Assistant Coach Kayla Wolma: Improving the mental game

Assistant Coach Kayla Wolma: Improving the mental game

After a pep talk from Kayla Wolma, the assistant coach for the West Ottawa Girls Varsity Tennis Team, Adria Hamilton and Kelly Linart got in position on the court. Both girls were focused as they bounced on their toes in anticipation for the point to begin. Hamilton hits a killer serve, setting up Linart for an overhead at the net. Linart smashed the ball down at an angle, winning the point to tie up the match. Wolma’s advice from the sidelines to stay focused, keep up the intensity, and maintain a positive attitude had paid off. Hamilton and Linart rushed together, tapping their rackets together in celebration. Hamilton yelled, “Let’s go WO!” Each flight from first singles to fifth doubles echoed the phrase. Seconds later, the entire tennis establishment is filled with the powerful cheers of the West Ottawa Varsity Tennis team (WOVT).
The 2021 tennis season has been full of breaking records, taking home trophies, and celebrating many victories. But all of these victories could not have been possible without the new addition to the team.
Kayla Wolma, a freshman at Hope College, took on the role of West Ottawa Varsity Assistant Coach this spring. Wolma played on Hudsonville High School’s varsity tennis team for four years. Now as a college student she is very involved at the Hope College Dewitt Tennis Center, where she voluntarily coaches elementary kids. She’s also a Professional Tennis Management Program member, where she learns how to be a tennis coach.
Pete Schwallier, the head WOVT coach, is a big believer in incrementalism. Schwallier doesn’t think it’s any one thing that improves a player’s tennis game, but rather lots of small gains in many areas that add up. This is exactly why Wolma’s contribution has caused such a drastic improvement; Wolma is gradually improving the WOVT team’s attitude, mental toughness, and energy.

Jr. Kaitlyn Meyer and Maddie Moored hold the conference trophy with Wolma after defeating Caledonia, Jenison, and Hudsonville.

Wolma came into her first season of coaching with one main goal: teaching the players how to maintain a positive attitude.
This is the first time an assistant coach has ingrained having a positive attitude into the players. This aspect of a team is not something out of the ordinary. Many coaches wish for their players to have a positive attitude and show good sportsmanship. However, coaches lack the skill to actually implement attitude into the game. Telling players to do something once is not enough.
Wolma is different from a normal coach. She had a goal for the team and she went for it. Wolma continued to drill the idea into the players that “… having a good attitude can separate the good from the best.”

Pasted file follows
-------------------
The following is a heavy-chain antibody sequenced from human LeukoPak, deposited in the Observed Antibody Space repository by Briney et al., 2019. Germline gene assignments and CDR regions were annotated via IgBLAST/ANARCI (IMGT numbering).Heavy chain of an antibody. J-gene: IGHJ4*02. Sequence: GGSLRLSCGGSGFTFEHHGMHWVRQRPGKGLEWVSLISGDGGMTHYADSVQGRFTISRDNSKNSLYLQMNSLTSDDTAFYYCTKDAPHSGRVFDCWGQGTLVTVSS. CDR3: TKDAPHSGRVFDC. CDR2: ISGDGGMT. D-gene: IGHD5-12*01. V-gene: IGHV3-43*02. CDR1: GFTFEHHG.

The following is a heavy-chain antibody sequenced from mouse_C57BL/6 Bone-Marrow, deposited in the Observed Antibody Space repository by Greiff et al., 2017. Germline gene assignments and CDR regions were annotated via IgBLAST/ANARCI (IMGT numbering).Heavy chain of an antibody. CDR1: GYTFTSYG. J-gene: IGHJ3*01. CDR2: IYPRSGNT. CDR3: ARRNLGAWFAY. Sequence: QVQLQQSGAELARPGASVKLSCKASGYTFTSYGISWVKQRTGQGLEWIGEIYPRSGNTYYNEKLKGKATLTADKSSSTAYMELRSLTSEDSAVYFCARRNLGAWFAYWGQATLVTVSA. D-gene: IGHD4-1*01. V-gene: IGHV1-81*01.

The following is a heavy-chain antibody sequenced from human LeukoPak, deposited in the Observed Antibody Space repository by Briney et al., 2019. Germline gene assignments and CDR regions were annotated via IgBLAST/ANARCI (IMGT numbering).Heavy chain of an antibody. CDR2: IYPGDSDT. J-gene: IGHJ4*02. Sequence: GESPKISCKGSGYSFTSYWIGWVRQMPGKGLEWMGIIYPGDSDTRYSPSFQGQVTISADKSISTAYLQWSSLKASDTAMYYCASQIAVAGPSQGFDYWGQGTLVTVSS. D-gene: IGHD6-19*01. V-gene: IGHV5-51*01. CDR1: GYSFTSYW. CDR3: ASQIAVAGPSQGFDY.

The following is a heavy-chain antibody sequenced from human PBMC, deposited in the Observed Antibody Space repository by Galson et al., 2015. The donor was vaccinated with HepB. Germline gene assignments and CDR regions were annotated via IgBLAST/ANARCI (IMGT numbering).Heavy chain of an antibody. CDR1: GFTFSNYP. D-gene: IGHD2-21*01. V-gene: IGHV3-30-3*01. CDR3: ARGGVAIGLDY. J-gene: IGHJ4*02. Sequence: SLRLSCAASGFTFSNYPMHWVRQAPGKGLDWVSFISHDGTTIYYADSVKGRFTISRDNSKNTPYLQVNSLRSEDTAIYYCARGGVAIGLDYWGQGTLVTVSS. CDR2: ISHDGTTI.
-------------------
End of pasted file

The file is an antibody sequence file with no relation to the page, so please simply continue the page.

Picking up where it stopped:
The lessons about attitude were a game-changer for the players on WOVT, especially for the new members.
Fresh. Haven March believes that Woman’s coaching has really impacted her game. “Coach Kayla has taught me so much about attitude on the courts and off the courts. That has really helped impact my tennis game and it has helped me to stay positive,” March said.
Fresh. Megan Blake had a similar experience with Wolma’s lessons about attitude. “She has taught me to live in the moment, and I use what she has taught me in every match,” Blake said.
The upperclassmen also experienced a change in mindset from Wolma’s lessons.
“Kayla has helped bring the team together by doing a lesson on attitude. I feel as though it brought the team together as we all shared our vulnerabilities on and off the court. She facilitated a great experience that helped us all improve our tennis game mentally,” Sr. Adria Hamilton said.
Jr. Grace Gaul expresses what she learned from Wolma during her matches. “Your attitude and mental state can allow you to win and that is what Kayla has taught me this season,” Gaul said.
The lessons Wolma shared with the players also improved Schwallier’s coaching. “I would implore my players to ‘move their feet.’ However, at some point along the line, I realized that saying that isn’t enough. You have to teach your players how, where, and why to move them. Kayla has applied this idea to the mental side of tennis. She doesn’t just preach having a good attitude, but rather she gives examples, models it, and we practice it. She’s shown me places where it’s well worth spending practice time developing not only the body, but the mind as well,” Schwallier said. The difference between telling players what to do and getting them to actually take the next step is an area in which Wolma continues to excel.
For example, Wolma had met up with the 2nd doubles team when they were in a tough battle against Hudsonville. She told them to “increase the energy by having more verbal celebrations when you or your partner hits a good shot.” Maddie Moored smashed a winning volley at the very next point, and she and her partner met up and celebrated by exclaiming, “Let’s go!” With that first smash starting the game, they finished the first set by winning their last game without the other team scoring.